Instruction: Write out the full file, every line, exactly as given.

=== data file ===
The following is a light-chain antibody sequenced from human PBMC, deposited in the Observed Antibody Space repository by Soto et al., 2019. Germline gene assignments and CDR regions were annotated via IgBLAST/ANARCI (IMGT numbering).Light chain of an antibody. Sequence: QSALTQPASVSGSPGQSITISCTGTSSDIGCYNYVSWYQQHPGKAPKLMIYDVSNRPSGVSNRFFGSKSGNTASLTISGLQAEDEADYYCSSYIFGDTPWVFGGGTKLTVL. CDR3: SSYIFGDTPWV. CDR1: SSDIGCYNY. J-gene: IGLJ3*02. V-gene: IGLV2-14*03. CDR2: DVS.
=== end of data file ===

The following is a light-chain antibody sequenced from human PBMC, deposited in the Observed Antibody Space repository by Soto et al., 2019. Germline gene assignments and CDR regions were annotated via IgBLAST/ANARCI (IMGT numbering).Light chain of an antibody. Sequence: QSALTQPASVSGSPGQSITISCTGTSSDIGCYNYVSWYQQHPGKAPKLMIYDVSNRPSGVSNRFFGSKSGNTASLTISGLQAEDEADYYCSSYIFGDTPWVFGGGTKLTVL. CDR3: SSYIFGDTPWV. CDR1: SSDIGCYNY. J-gene: IGLJ3*02. V-gene: IGLV2-14*03. CDR2: DVS.